Singapore builds “barrier-free” buildings for disabled people

The Building and Construction Authority (BCA) aims to have 70 percent of commercial and institutional buildings in Singapore barrier-free for old people and those with disabilities by 2030.

It is estimated that one in four Singaporeans will be aged above 65 by 2030. (Source: Bloomberg)

Buildings such as schools, offices, shopping centres, markets, and food centres will have to make entrance accessible to wheelchair users and be equipped with Braille signage for the visually-impaired and at least one toilet specilised for the disabled.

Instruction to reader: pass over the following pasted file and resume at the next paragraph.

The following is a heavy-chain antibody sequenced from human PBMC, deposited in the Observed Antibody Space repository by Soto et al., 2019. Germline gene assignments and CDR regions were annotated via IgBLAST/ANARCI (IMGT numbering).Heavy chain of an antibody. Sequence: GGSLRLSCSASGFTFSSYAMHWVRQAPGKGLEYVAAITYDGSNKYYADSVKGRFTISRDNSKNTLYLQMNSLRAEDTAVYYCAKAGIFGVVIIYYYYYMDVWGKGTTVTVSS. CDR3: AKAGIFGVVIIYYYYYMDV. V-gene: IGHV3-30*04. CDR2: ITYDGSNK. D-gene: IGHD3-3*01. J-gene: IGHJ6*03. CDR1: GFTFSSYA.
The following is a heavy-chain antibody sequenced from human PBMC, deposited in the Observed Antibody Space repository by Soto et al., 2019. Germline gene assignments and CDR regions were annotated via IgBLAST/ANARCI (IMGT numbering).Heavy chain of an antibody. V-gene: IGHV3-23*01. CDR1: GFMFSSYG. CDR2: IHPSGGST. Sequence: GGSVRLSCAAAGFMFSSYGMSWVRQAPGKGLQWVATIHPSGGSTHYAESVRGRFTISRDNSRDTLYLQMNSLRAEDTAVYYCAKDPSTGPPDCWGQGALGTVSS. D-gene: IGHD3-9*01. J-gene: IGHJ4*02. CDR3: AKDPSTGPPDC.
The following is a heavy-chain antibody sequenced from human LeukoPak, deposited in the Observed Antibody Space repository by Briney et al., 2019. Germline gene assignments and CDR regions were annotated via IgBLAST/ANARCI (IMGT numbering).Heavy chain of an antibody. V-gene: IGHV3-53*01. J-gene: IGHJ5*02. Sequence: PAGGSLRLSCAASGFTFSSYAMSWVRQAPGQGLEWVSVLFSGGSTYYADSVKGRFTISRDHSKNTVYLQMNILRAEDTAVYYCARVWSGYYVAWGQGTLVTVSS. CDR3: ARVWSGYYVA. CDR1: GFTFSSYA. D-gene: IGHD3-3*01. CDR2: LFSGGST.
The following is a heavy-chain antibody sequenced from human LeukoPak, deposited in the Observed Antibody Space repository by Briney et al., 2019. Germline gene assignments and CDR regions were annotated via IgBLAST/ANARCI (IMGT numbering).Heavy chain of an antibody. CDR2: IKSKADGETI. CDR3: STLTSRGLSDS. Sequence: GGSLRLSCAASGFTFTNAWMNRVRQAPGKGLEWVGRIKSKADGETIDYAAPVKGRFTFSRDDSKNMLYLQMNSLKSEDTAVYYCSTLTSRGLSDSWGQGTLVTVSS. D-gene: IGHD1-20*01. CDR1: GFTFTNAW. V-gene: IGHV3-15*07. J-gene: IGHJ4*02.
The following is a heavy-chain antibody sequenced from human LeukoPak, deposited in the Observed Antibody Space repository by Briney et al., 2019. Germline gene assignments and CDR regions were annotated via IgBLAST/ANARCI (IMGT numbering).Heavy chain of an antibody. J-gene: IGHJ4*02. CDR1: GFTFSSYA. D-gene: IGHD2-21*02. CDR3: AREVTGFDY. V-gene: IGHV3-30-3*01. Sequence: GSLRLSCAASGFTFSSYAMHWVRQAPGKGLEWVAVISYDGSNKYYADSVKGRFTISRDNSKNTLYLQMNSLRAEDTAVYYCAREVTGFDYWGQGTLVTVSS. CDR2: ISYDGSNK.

To realise the target, CEO of the BCA John Keung said his agency will set new rules for owners of commercial and institutional buildings from next year.

The authority plans to extend the Accessibility Fund worth 40 million SGD (over 30 million USD) to March 2022 to encourage building owners to have proper upgrading plans in line with the new regulations.

The highest level of support for a building owner is 300,000 SGD (over 222,000 USD).

Minister of National Development Lawrence Wong said the new rules are to support old people and persons with disabilities in accessing social services.

He noted that Singapore is facing aging population and it is estimated that one in four Singaporeans will be aged above 65 by 2030.

Meanwhile, most of the buildings constructed before 1990 in the country have yet been equipped well to support the elderly and handicapped, he said.

VNS

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